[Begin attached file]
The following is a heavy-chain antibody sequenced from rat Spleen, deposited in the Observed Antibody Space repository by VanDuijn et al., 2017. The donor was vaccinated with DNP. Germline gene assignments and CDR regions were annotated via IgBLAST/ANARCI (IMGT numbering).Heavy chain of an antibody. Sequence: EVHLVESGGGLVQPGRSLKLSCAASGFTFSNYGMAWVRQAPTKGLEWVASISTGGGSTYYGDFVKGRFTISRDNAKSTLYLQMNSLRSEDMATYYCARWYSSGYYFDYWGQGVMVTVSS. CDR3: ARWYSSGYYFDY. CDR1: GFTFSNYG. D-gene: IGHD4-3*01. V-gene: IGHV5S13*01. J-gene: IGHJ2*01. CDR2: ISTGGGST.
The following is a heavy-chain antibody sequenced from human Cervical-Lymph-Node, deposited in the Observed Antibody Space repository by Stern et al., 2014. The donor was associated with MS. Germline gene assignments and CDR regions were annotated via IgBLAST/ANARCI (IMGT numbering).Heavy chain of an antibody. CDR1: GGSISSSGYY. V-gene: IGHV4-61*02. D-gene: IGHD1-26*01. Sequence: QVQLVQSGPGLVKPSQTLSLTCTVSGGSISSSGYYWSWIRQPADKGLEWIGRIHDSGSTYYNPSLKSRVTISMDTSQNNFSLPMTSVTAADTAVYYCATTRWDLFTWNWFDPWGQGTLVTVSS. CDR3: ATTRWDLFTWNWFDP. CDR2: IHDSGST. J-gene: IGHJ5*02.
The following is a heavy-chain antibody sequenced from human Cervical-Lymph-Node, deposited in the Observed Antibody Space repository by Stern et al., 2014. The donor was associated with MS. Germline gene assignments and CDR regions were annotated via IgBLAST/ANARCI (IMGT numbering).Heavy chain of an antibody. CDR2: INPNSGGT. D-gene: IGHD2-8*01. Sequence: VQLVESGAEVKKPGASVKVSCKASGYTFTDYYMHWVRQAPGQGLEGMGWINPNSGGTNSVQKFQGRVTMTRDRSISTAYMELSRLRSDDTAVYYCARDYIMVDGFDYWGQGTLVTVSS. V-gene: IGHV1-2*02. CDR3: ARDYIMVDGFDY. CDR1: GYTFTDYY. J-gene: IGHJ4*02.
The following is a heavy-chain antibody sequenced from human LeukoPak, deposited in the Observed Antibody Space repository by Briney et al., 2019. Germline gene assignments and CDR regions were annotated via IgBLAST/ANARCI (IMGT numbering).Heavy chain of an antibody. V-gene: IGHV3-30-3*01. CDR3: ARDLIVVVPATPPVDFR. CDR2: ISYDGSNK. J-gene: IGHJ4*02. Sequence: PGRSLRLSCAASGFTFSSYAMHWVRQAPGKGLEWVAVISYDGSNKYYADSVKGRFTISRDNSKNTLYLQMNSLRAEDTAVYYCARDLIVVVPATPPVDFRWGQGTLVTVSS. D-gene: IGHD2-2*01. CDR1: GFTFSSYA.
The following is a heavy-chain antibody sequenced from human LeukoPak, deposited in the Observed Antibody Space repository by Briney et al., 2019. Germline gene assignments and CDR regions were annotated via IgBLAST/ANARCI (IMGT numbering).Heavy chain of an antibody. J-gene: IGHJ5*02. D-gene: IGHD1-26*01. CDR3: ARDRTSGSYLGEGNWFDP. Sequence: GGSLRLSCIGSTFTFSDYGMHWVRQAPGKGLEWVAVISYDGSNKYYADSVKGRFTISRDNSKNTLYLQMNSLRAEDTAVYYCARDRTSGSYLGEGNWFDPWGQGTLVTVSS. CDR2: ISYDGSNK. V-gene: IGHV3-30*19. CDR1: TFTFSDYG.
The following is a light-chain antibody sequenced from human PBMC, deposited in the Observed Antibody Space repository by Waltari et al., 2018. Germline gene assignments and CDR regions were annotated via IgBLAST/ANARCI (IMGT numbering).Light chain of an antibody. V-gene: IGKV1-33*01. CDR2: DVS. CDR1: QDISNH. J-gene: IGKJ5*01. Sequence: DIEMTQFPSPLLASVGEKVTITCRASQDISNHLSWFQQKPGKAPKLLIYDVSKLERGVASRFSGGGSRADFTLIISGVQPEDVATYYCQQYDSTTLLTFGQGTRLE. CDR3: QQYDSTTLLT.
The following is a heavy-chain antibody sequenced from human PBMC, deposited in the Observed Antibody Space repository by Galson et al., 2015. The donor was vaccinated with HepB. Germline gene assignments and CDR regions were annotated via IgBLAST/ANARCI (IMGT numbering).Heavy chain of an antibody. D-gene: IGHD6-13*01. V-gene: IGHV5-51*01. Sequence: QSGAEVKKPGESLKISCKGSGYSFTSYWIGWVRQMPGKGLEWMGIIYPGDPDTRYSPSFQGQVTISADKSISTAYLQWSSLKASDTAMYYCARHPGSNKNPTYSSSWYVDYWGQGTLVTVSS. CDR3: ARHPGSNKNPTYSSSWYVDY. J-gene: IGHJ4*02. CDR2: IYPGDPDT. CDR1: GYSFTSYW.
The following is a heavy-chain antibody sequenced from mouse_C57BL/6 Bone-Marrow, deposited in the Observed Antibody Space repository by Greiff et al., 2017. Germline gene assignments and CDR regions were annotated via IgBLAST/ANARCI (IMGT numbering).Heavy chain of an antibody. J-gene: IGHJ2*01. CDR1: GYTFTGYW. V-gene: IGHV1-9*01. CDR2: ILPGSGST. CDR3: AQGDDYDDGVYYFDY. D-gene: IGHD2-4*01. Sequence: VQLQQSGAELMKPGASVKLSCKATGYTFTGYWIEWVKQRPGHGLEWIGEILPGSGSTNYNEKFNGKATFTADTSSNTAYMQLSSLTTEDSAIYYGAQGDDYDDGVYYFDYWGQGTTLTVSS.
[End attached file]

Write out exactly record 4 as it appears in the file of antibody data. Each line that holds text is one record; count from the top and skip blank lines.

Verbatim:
The following is a heavy-chain antibody sequenced from human LeukoPak, deposited in the Observed Antibody Space repository by Briney et al., 2019. Germline gene assignments and CDR regions were annotated via IgBLAST/ANARCI (IMGT numbering).Heavy chain of an antibody. V-gene: IGHV3-30-3*01. CDR3: ARDLIVVVPATPPVDFR. CDR2: ISYDGSNK. J-gene: IGHJ4*02. Sequence: PGRSLRLSCAASGFTFSSYAMHWVRQAPGKGLEWVAVISYDGSNKYYADSVKGRFTISRDNSKNTLYLQMNSLRAEDTAVYYCARDLIVVVPATPPVDFRWGQGTLVTVSS. D-gene: IGHD2-2*01. CDR1: GFTFSSYA.